Some Principles of Neuronal Regulation at the Postsynaptic Level

  • Jean-Pierre Changeux
Part of the Published Nobel Symposia book series (NOFS, volume 42)


To discuss in general terms five reports as different as those of Drs. Renaud, Labrie, Rodbell, Snyder and Terenius cannot be done without risks. The domains of research covered by these authors range from the physiology of the whole cell investigated by electrophysiological methods down to the characterization of receptor sites and receptor macromolecules. The danger is either to be too general and therefore useless or to be too precise but wrong. Our only hope is that some of the rules or principles uncovered with simple systems such as, at the cell level, the neuromuscular junction (1) or the fish electroplaque (2, 3) and, at the molecular level, the acetylcholine receptor protein may extend to the case of the CNS neuron and, more precisely, to the peptidergic neuron. This discussion is based on this analogy although it should be emphasized, at the very beginning, that important differences of course exist. What is true for the neuromuscular junction might be true for the chemical synapse in the CNS but distinctive features of the neuronal cell such as, for instance, its integrative properties, are certainly not shared by skeletal muscle or fish electro-plaque.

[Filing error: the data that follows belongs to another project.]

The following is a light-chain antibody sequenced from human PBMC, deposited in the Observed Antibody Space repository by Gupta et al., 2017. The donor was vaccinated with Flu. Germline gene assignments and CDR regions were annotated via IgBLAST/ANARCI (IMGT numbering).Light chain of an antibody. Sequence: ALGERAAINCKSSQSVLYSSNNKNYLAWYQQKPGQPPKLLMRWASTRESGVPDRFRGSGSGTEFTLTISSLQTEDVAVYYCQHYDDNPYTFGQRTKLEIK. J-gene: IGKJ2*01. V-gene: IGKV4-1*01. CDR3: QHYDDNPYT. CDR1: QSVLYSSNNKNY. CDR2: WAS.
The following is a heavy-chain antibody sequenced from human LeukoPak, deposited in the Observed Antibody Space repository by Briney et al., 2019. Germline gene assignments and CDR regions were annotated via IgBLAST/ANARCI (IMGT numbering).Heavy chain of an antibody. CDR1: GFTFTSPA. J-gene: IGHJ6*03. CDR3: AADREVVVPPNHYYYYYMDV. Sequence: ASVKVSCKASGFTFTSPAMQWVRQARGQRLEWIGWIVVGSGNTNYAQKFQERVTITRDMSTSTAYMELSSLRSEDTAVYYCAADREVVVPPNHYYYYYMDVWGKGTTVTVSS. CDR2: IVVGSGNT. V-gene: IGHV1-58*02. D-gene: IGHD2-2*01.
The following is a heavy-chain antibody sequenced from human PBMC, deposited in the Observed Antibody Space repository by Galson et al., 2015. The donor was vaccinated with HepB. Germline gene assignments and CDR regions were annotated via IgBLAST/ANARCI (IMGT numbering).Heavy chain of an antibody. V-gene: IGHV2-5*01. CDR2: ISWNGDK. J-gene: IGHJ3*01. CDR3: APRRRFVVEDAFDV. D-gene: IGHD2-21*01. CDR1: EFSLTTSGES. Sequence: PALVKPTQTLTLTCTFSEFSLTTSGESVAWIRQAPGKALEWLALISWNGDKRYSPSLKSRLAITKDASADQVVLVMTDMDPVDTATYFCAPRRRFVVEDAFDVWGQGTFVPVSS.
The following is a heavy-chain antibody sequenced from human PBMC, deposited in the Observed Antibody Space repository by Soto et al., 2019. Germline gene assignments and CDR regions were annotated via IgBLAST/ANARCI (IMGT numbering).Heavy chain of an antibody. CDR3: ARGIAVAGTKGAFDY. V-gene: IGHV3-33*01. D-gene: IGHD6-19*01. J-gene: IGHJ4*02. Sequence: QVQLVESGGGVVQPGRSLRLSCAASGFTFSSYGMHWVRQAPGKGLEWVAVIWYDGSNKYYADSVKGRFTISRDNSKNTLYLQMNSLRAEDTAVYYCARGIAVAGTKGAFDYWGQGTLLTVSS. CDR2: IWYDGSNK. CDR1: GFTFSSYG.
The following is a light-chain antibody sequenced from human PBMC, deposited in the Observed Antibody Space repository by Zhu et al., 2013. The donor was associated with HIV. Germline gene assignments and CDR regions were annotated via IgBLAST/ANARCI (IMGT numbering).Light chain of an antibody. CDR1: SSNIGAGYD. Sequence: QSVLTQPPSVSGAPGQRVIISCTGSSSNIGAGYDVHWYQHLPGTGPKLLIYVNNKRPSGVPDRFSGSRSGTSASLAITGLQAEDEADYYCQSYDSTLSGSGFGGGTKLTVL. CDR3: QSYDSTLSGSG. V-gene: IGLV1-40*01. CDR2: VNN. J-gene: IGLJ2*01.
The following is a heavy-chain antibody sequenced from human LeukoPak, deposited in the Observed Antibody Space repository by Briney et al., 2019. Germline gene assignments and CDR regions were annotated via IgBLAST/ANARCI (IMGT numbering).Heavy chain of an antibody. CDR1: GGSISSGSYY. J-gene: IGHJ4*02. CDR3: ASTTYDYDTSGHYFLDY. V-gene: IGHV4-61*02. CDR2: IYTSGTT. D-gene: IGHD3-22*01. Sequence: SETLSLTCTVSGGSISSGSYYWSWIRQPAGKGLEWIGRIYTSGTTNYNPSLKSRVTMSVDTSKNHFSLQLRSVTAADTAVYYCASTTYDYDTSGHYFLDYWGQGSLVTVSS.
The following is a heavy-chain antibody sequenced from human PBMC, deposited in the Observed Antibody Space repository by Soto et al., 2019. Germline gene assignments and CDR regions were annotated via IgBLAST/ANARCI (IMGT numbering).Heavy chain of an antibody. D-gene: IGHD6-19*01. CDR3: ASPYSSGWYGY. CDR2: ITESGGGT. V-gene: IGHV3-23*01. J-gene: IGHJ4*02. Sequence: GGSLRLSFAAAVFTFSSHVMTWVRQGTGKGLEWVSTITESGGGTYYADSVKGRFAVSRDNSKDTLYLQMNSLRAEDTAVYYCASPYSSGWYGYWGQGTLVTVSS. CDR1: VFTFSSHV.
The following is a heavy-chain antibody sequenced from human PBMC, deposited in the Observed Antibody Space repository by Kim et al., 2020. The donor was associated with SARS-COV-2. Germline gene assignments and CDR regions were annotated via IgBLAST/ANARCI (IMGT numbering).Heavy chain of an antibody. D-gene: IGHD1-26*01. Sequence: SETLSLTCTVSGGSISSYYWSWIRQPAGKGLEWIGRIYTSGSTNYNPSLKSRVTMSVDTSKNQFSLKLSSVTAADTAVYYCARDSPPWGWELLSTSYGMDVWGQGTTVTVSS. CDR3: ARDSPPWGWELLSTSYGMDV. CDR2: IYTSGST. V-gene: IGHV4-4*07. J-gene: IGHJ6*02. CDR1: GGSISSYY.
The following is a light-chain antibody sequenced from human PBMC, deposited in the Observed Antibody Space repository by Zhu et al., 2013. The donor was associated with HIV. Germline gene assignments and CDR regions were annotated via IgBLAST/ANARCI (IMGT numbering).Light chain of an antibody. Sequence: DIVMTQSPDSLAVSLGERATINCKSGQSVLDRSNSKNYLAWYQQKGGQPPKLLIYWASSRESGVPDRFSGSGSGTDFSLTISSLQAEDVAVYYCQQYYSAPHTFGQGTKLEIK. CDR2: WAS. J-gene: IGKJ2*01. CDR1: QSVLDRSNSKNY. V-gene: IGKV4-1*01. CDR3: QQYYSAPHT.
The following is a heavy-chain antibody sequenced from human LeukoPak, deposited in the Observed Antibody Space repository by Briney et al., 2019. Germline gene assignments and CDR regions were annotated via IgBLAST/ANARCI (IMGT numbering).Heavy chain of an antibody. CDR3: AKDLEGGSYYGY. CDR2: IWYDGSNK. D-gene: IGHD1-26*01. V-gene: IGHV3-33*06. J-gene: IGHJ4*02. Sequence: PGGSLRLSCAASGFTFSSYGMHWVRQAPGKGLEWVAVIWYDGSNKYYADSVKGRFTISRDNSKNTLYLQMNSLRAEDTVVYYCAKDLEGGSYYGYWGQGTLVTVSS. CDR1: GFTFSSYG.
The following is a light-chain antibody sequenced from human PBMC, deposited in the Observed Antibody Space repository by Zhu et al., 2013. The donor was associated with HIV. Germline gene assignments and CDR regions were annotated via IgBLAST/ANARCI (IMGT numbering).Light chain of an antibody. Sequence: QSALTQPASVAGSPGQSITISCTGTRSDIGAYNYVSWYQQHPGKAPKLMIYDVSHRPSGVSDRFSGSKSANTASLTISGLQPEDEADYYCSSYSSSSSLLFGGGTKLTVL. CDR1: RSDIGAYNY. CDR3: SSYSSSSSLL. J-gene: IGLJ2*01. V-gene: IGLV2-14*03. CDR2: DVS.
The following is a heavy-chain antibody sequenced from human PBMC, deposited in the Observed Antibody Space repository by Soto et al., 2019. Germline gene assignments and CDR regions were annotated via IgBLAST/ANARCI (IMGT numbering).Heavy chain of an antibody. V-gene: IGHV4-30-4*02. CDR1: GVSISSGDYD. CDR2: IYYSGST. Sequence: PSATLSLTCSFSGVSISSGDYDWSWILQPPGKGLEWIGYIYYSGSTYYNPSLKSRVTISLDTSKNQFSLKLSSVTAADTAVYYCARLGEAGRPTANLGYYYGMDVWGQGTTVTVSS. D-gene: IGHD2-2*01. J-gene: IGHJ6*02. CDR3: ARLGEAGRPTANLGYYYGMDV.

Neuromuscular Junction Receptor Site Receptor Molecule Membrane Fragment Agonist Binding 
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Copyright information

© Plenum Press, New York 1979

Authors and Affiliations

  • Jean-Pierre Changeux
    • 1
  1. 1.Laboratoire de Neurobiologie de l’InstitutPasteur associé au CNRS et College DeParisFrance

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